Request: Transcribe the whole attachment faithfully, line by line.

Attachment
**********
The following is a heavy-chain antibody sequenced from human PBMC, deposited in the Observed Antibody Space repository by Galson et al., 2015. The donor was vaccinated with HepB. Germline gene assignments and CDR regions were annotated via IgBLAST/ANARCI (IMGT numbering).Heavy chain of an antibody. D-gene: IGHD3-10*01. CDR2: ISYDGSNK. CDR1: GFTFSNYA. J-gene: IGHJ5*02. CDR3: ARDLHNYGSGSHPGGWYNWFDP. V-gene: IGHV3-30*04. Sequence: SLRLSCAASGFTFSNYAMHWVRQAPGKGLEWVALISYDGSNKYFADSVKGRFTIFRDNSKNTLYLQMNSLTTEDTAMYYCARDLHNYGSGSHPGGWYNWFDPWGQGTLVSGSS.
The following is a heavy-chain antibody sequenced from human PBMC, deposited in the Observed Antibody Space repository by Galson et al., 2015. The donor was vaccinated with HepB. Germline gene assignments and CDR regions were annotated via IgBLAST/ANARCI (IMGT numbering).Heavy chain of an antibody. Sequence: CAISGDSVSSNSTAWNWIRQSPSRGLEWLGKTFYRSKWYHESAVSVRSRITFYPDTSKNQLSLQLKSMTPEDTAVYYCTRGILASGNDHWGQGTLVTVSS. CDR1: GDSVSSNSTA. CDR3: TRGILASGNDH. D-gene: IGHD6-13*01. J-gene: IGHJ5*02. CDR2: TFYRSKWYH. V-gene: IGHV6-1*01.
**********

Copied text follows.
The following is a heavy-chain antibody sequenced from human PBMC, deposited in the Observed Antibody Space repository by Galson et al., 2015. The donor was vaccinated with HepB. Germline gene assignments and CDR regions were annotated via IgBLAST/ANARCI (IMGT numbering).Heavy chain of an antibody. D-gene: IGHD3-10*01. CDR2: ISYDGSNK. CDR1: GFTFSNYA. J-gene: IGHJ5*02. CDR3: ARDLHNYGSGSHPGGWYNWFDP. V-gene: IGHV3-30*04. Sequence: SLRLSCAASGFTFSNYAMHWVRQAPGKGLEWVALISYDGSNKYFADSVKGRFTIFRDNSKNTLYLQMNSLTTEDTAMYYCARDLHNYGSGSHPGGWYNWFDPWGQGTLVSGSS.
The following is a heavy-chain antibody sequenced from human PBMC, deposited in the Observed Antibody Space repository by Galson et al., 2015. The donor was vaccinated with HepB. Germline gene assignments and CDR regions were annotated via IgBLAST/ANARCI (IMGT numbering).Heavy chain of an antibody. Sequence: CAISGDSVSSNSTAWNWIRQSPSRGLEWLGKTFYRSKWYHESAVSVRSRITFYPDTSKNQLSLQLKSMTPEDTAVYYCTRGILASGNDHWGQGTLVTVSS. CDR1: GDSVSSNSTA. CDR3: TRGILASGNDH. D-gene: IGHD6-13*01. J-gene: IGHJ5*02. CDR2: TFYRSKWYH. V-gene: IGHV6-1*01.